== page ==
When we were learning the alphabet I made letters and asked for their names.  Then I asked for the sounds that they make.  Now I make simple words and coach my kids to sound them out.  You could do the same with numerals.

Of course, all this time we're strengthening the muscles needed for fine motor skills.  

Using just one activity I cover all my objectives for the day.  Even better, I connect with my children in a way we all enjoy.

Saturday, February 16, 2013

Holiday Cookies

We love making sugar cookies for any holiday, or in between holidays.  I use a recipe from the Mennonite Community Cookbook, edited by Mary Emma Showalter.   Few ingredients, no chilling, and perfect texture ever time make this one more treasure from my Mennonite friends.  

My kids love to do the measuring and mixing.  I place the flour and the measuring cup on an old (see it doesn't look good!) cookie sheet to conserve any spillage while my daughter spoons the flour into the measuring cup, Then we work together to level it with a knife, and count out the number of cups needed.  Perfect toddler math lesson and motor skill practice!

The reason I love this recipe is that as soon as the dough is mixed, it's ready to roll.  I clean a section of the table and use the spilled flour from the cookie sheet to flour it and the rolling pin.

This week we used different sized hearts.  She really wanted to use them all every time, so I explained that the best strategy was to work biggest to smallest.

After the cookies were baked and cooled I mixed a little milk with powdered sugar and added some sprinkles.  (Hint: Mix in just a little milk at a time, and your frosting won't be runny like mine.)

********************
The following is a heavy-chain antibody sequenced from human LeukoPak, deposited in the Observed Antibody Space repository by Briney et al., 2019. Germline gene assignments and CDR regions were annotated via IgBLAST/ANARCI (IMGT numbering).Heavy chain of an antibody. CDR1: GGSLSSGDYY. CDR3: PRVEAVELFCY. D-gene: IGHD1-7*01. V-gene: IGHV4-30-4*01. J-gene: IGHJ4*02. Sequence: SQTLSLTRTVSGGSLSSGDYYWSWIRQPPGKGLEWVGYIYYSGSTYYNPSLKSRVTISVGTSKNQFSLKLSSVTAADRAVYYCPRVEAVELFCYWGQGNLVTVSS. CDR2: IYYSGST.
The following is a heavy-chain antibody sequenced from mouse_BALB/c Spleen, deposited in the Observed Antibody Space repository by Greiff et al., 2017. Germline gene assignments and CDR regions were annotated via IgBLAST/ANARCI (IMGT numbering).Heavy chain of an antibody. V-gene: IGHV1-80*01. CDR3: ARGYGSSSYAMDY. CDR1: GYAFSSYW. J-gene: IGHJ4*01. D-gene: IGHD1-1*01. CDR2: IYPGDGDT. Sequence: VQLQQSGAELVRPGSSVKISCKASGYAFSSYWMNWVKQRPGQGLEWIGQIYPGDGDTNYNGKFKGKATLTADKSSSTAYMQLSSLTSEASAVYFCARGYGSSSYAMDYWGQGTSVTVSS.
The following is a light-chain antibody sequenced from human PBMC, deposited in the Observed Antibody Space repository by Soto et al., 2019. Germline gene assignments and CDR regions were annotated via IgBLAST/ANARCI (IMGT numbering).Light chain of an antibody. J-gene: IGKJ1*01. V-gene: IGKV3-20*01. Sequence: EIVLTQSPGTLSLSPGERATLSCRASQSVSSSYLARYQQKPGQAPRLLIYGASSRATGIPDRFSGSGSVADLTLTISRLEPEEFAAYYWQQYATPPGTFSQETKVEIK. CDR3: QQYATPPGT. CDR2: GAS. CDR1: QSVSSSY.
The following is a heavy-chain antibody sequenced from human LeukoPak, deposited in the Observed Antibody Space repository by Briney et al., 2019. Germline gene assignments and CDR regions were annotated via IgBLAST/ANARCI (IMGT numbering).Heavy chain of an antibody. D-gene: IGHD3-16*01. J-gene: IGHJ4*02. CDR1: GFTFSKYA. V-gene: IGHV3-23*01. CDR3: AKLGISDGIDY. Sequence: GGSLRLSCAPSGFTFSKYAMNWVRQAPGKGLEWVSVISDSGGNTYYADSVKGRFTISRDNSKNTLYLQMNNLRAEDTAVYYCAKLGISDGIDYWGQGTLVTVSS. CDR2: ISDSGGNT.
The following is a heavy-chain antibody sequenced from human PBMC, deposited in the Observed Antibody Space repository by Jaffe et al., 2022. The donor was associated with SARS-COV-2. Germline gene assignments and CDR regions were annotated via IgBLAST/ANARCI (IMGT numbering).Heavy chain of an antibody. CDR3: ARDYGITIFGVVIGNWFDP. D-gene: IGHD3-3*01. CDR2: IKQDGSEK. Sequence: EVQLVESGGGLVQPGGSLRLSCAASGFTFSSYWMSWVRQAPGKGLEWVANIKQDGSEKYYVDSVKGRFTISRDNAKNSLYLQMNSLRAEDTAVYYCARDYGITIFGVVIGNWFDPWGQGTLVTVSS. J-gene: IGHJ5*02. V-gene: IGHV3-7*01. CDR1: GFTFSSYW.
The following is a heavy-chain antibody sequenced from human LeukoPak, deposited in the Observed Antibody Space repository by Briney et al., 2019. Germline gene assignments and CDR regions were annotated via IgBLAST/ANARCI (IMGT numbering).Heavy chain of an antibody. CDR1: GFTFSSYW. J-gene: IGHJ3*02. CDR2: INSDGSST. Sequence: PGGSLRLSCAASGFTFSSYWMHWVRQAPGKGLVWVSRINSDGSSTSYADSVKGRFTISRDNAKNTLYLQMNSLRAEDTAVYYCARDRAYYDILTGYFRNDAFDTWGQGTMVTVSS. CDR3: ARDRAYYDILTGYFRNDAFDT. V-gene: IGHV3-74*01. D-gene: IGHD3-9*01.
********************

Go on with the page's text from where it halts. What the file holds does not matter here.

This recipe was submitted by Mrs. Simon Gingerich.

1 1/2 cups butter
1 1/2 cups sugar
2 eggs
4 cups flour

I like to add 1 teaspoon of salt and 1 teaspoon of vanilla with the wet ingredients to give a little flavor.  

Pre-heat oven to 375 degrees F.  (190 C). Mix the wet ingredients well, then add the flour little by little. Roll out to about 1/8 inch (0.5 cm) thickness and cut with cookie cutters.  Bake until done, about 10 minutes.

Baking with kids is a great way for them to learn.  It's also a great way to stress myself out.  I always allow at least four times the time it would take me to accomplish the task by myself, and don't expect to multi-task.  I keep the ingredients on the counter, and give my kids exactly what I want them to have at that moment.  I expect them to entirely need to change clothes when we're done, and I banish them from the kitchen while I finish baking and clean up.  So far, they're always eager to join in when it's time to bake.

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Add a little Biology to your Baking

Thursday, February 14, 2013

Two Books For Black History Month

February is Black History Month.  Here are two books we've enjoyed recently that would be great for a Black History theme.

The Hidden Feast  is a traditional Black American folk tale about barnyard animals.  The morale of the tale is persistence, although it also teaches gratitude.

Head, Body, Legs  comes from Liberia.  Reminiscent of the Biblical parable about the eye needing ear, body parts meet up in an African forest and learn to work together.

Thursday, February 7, 2013

Science for Pre-school Artists

Here's a quick add-on to a painting activity that doubles as a science lesson.  On this particular day we happened to be painting with sparkly paint, which turned out to be a bonus, although I wouldn't say it was necessary.

Read more at Thriving STEM.